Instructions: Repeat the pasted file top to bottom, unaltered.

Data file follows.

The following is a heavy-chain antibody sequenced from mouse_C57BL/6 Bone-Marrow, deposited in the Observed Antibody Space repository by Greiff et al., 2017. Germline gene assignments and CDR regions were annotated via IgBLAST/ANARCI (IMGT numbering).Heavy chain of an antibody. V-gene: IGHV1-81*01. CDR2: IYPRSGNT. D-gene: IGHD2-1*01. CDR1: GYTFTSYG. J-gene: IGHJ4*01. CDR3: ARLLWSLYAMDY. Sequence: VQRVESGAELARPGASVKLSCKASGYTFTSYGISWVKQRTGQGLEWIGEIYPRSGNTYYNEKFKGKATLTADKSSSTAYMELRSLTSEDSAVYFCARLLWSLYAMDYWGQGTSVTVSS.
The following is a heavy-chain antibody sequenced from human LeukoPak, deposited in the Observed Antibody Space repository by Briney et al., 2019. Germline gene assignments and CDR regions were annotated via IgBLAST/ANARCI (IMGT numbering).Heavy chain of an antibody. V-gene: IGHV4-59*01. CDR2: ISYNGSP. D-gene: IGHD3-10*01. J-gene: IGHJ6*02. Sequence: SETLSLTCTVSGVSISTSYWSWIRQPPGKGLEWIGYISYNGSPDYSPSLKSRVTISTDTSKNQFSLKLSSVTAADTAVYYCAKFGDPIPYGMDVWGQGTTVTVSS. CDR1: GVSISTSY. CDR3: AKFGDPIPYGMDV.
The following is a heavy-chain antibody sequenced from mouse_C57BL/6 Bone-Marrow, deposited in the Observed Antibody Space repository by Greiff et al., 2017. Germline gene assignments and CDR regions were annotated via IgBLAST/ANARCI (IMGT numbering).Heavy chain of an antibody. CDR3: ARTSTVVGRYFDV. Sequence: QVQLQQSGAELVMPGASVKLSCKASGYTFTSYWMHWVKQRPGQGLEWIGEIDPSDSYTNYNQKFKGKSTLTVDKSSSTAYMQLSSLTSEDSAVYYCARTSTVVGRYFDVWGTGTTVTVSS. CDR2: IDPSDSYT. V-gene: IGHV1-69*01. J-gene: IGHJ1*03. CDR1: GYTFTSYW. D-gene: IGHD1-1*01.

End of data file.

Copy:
The following is a heavy-chain antibody sequenced from mouse_C57BL/6 Bone-Marrow, deposited in the Observed Antibody Space repository by Greiff et al., 2017. Germline gene assignments and CDR regions were annotated via IgBLAST/ANARCI (IMGT numbering).Heavy chain of an antibody. V-gene: IGHV1-81*01. CDR2: IYPRSGNT. D-gene: IGHD2-1*01. CDR1: GYTFTSYG. J-gene: IGHJ4*01. CDR3: ARLLWSLYAMDY. Sequence: VQRVESGAELARPGASVKLSCKASGYTFTSYGISWVKQRTGQGLEWIGEIYPRSGNTYYNEKFKGKATLTADKSSSTAYMELRSLTSEDSAVYFCARLLWSLYAMDYWGQGTSVTVSS.
The following is a heavy-chain antibody sequenced from human LeukoPak, deposited in the Observed Antibody Space repository by Briney et al., 2019. Germline gene assignments and CDR regions were annotated via IgBLAST/ANARCI (IMGT numbering).Heavy chain of an antibody. V-gene: IGHV4-59*01. CDR2: ISYNGSP. D-gene: IGHD3-10*01. J-gene: IGHJ6*02. Sequence: SETLSLTCTVSGVSISTSYWSWIRQPPGKGLEWIGYISYNGSPDYSPSLKSRVTISTDTSKNQFSLKLSSVTAADTAVYYCAKFGDPIPYGMDVWGQGTTVTVSS. CDR1: GVSISTSY. CDR3: AKFGDPIPYGMDV.
The following is a heavy-chain antibody sequenced from mouse_C57BL/6 Bone-Marrow, deposited in the Observed Antibody Space repository by Greiff et al., 2017. Germline gene assignments and CDR regions were annotated via IgBLAST/ANARCI (IMGT numbering).Heavy chain of an antibody. CDR3: ARTSTVVGRYFDV. Sequence: QVQLQQSGAELVMPGASVKLSCKASGYTFTSYWMHWVKQRPGQGLEWIGEIDPSDSYTNYNQKFKGKSTLTVDKSSSTAYMQLSSLTSEDSAVYYCARTSTVVGRYFDVWGTGTTVTVSS. CDR2: IDPSDSYT. V-gene: IGHV1-69*01. J-gene: IGHJ1*03. CDR1: GYTFTSYW. D-gene: IGHD1-1*01.